We’re here to talk about the best Dutch ovens for bread but first I want to tell you why they’re so fantastic for baking bread. And why a Dutch oven is more than a baking pot with a lid, it’s a great cookware tool, as well.
They’re so impressive because they emulate the baking environment in a professional bakery where the steam and the intense temperatures enable an even cooking, a perfectly risen bread with the perfect crust with a deep shiny color.
I love the fact that even those without much experience can use a Dutch oven for baking bread and get excellent results. You’ll see what I mean about that.
Most of all,
I love the variety of this pot with a lid.
You can use it for all kinds of recipes, a Dutch oven cookbook can be helpful once you come to love your new cooking and baking pot. But the Internet is also full of Dutch oven recipes.
1. Best: Emile Henry Bread Pot/Potato Pot
Unlike the large majority of Dutch ovens, the Emile Henry Bread Pot is actually made of clay, can be preheated empty in the oven for however long you want without any fear of cracking. It also has a spherical shape, the lid and the body create a perfect seal and can be used to bake bread and cook vegetables on low heat. However, it doesn’t offer the same versatility as a regular best Dutch oven for bread. It’s still my first choice because it’s just so awesome and made especially for baking bread.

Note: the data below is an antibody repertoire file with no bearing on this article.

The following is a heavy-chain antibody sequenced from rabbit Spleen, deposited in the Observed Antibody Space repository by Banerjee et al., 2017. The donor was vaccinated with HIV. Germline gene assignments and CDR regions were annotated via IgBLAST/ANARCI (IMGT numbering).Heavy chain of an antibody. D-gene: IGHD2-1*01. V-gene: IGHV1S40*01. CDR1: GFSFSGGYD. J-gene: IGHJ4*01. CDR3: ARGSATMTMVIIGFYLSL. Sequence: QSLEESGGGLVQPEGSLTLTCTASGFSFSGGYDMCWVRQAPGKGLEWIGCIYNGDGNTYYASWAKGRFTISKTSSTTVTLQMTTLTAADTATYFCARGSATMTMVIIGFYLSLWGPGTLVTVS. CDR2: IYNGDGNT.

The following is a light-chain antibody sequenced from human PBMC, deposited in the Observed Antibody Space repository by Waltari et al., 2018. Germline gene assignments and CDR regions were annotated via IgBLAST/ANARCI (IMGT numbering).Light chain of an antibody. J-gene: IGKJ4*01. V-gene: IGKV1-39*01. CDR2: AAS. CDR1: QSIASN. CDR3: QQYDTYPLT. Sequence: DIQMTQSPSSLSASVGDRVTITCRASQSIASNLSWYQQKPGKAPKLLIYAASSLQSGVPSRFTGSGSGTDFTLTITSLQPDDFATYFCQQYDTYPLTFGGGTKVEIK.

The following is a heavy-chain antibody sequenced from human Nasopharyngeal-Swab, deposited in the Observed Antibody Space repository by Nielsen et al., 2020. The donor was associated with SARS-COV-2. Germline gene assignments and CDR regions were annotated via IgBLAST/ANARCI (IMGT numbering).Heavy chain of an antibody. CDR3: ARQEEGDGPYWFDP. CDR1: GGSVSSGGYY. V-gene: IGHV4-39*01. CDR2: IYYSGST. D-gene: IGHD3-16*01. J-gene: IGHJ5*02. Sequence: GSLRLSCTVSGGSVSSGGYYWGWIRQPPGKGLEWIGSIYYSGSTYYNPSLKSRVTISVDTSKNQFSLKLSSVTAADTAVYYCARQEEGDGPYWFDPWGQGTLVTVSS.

2. Classic Dutch Oven: Staub Cast Iron Round Cocotte
The Staub Cast Iron Dutch oven is an amazing baking and cooking tool, made of cast iron and coated in enamel. It’s so good, so well made and of such impressive quality that even I can understand the high price. It can be used for everything from baking bread to cooking meat, making soups, pasta, etc. The manufacturer assures customers that this pot has an unique interior with matte texture that ensures exceptional browning. It’s definitely a top feature for perfect crust. The 4 quart is a good size but they also have a 5.5 quart one.
3. Affordable Option: Lodge Cast Iron Dutch Oven
If you are looking for a best Dutch oven for bread that has a really affordable price tag, the one from Lodge can be perfect for you. It’s pretty large, a 5 quart pot. But that’s not the impressive feature. It’s made of cast iron, no enamel, which means that you can preheat it empty without any fear of cracking. With this Dutch oven you can actually use both the pot and the lid. The lid can be used instead of a pizza stone, you can even make pizza on the stovetop. It’s impressively versatile and cheap.
What is a Dutch Oven?